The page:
The fact that the US was able to carry this action out without Pakistani knowledge, let alone involvement has further elevated Pakistani distrust in their government and military – which, in recent years, has never been that strong. The government’s response to the killing of bin Laden has been characteristically slow. The lack of responsibility by Pakistani officials is heightening people’s distrustful anxieties. For example, a common casual conversational topic in Peshawar is the idea that over 30 to 40 percent of national and international aid agencies are infiltrated, or working with some intelligence service or the other. Playing “spot the agent” sometimes seems like a local pastime; people size up strangers, and sometimes locals, to figure out or guess who belongs to which agency – Pakistani, America, British, and so on. What people do know, and what recent history shows, is that they will be caught in the crossfire of America’s response to the realization that Pakistan was bin Laden’s harbor for years. “It’s just a matter of time,” as one person told me today.

“We were just starting to believe that maybe, just maybe, things could be a little more peaceful in Peshawar. Now we are just waiting. Waiting for the bombings to start off more intensely again… None of us can sleep. None of us now are in peace. Now we are just waiting.”

– Male van driver, 36.

While people in Washington, New York and across the US were celebrating, dancing, and chanting “USA! USA!” for the long-awaited vengeance for the 3,000 deaths of the 9/11 terrorist attacks, people across Pakistan are mindful that over the last seven years the number of Pakistanis killed is 34,017.  In 2010, over 900 Pakistanis were killed in US drone attacks, which were also supported by their own government and military. Less than two weeks ago, over twenty-five people were killed in North Waziristan, in one drone attack and the month before forty civilians were killed in another drone attack. Beyond the casualties, there are hundreds of thousands of displaced Afghans and Pakistanis who cannot return home. There are countless maimed amputees, whose disfigurement is a commonplace feature of the landscape in Peshawar.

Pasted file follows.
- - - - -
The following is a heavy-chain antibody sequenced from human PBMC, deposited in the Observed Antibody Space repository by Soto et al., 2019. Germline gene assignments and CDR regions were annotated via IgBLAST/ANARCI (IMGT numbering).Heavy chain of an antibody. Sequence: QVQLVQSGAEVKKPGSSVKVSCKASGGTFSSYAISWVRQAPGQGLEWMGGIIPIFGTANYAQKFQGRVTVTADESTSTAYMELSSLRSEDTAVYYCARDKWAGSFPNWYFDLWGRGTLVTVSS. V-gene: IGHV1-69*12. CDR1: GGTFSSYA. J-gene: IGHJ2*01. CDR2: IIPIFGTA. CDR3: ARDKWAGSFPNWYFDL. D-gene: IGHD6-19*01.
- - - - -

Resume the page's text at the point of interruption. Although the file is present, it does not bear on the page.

In my research on the impact of the conflict in Pakistan, I met a man whose body had been scarred so violently and disgustingly in one of the many bombings in Peshawar since 2001. I met an Afghan child living in a refugee camp whose face was mutilated as a result of a bomb. A 15-year-old boy and his 12-year-old brother migrated, without their parents, to Pakistan after 2001; both of them attend school and work every day until midnight, struggling to make ends meet. Each time I meet them, both seem to have lost more weight.

The war in and against Pakistan has transformed the country. Checkpoints, bomb blasts, identity cards, paranoia, detentions, and drone attacks are all daily realities, features of the landscape. As Mohsin Hamid summed up, “America’s 9/11 has given way to Pakistan’s 24-7-365.”

Maybe this nervous anticipation that some horrible retaliation will be Pakistan’s fate will hold false. Perhaps instead of an expanding and intensifying war, there will be a withdrawal from Afghanistan. Perhaps the Pakistani state will start acting more responsibly for the well being and security of its populace. Perhaps we won’t see repeat scenes of bombings across Pakistani cities. While we can hope, recent history tells us another story.